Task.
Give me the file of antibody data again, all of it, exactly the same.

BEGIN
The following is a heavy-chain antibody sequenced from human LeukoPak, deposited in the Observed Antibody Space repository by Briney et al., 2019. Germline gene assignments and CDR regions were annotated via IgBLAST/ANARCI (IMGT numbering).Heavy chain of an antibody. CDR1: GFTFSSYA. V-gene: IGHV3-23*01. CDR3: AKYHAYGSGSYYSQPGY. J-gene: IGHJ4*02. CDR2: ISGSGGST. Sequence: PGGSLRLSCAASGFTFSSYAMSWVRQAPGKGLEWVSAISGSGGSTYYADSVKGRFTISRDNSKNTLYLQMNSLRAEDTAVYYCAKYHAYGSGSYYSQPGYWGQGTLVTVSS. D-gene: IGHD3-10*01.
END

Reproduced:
The following is a heavy-chain antibody sequenced from human LeukoPak, deposited in the Observed Antibody Space repository by Briney et al., 2019. Germline gene assignments and CDR regions were annotated via IgBLAST/ANARCI (IMGT numbering).Heavy chain of an antibody. CDR1: GFTFSSYA. V-gene: IGHV3-23*01. CDR3: AKYHAYGSGSYYSQPGY. J-gene: IGHJ4*02. CDR2: ISGSGGST. Sequence: PGGSLRLSCAASGFTFSSYAMSWVRQAPGKGLEWVSAISGSGGSTYYADSVKGRFTISRDNSKNTLYLQMNSLRAEDTAVYYCAKYHAYGSGSYYSQPGYWGQGTLVTVSS. D-gene: IGHD3-10*01.